Sabbatical 2017

Sabbatical 2017
Railroad tracks near our place in Bannalec

Saturday, June 10, 2017

Canonical Reading Plan for Jun 11, Job 35-37

Today's readings are Job 35-37.

In Job 35, Elihu points out that Job's insistence that he is right and being unfairly treated is really nothing more than Job accusing God of being wrong. This elevates Job above God. In Elihu's eyes, this is wicked. 


In Job 36, we see Elihu's struggle. He feels he must speak "on God's behalf." He does a pretty good job of describing God but also describes Him the same way he describes himself. In Elihu's mind, both he and God are "perfect in knowledge" (Job 36:4; 37:16). Elihu apparently thinks highly of himself and his capabilities while having a low opinion of Job and his counselors. Ultimately, Elihu has the same problem everyone else has, self-righteousness.


This is the value Elihu brings to the Book of Job. As we read through it, we see the mounting self-pity and demanding nature of Job, who sees himself as godly and righteous. We also see the naive responses of Job's friends who view themselves as godly and righteous. Yet, Job and his friends hold opposing views on why Job is suffering. Furthermore, Elihu, who struggles to place himself above all of them, also sees himself as godly and righteous.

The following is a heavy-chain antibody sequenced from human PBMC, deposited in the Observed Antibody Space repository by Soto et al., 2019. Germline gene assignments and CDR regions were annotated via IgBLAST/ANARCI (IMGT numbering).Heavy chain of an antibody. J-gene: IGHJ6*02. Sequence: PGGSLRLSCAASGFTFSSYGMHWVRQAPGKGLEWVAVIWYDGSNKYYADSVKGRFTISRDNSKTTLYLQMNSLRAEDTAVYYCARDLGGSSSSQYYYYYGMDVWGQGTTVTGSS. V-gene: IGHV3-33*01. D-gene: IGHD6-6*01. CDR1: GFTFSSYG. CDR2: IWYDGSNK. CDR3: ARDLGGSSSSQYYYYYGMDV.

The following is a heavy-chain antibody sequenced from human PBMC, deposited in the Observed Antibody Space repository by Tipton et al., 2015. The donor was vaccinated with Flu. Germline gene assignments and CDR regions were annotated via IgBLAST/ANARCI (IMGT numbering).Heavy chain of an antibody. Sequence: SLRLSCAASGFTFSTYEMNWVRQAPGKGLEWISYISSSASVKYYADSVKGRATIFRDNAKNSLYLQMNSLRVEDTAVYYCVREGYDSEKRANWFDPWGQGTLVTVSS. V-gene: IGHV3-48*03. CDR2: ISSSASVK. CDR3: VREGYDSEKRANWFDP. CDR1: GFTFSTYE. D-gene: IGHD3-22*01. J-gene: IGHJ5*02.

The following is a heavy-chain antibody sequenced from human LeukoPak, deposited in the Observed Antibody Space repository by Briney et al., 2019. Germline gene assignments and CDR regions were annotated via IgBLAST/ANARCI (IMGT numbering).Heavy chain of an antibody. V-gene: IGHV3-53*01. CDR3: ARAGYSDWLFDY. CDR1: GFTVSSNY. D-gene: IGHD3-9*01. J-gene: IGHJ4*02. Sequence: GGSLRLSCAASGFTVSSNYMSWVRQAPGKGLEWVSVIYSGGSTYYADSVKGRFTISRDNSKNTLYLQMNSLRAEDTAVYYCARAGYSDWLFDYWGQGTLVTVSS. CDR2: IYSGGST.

Elihu demonstrates to all of us how easy it is to look at a scenario like this and assume, in our own self-righteousness, that we know more than any of the people involved. Isn't that exactly what Elihu does in these chapters? Does he not sit in judgment of all four men? 


There's a lesson in here for all of us. Did any of us read the last 37 chapters thinking, "I have the same problem these people have?" Or did we read them thinking, "These guys just don't get it!" I must confess, that's the way I read Job the first few times I went through it. The more we ponder all that's happened, the more we should see that we can, just as easily as Elihu did, fall into the trap of thinking we are godly and righteous while Job, Eliphaz, Bildad, and Zophar are not. 


Elihu's attitude clearly shows us that "...there are none righteous, not one." (Rom 3:10). Apart from the righteousness of Christ, we will wallow in our own sense of self-righteousness, driving us to misconceptions about God, ourselves and each other. We are incapable of generating any true righteousness in and of ourselves. By His grace, God counts the righteousness of Christ to us. Books like Job show us what an incredible blessing that is. We need it!

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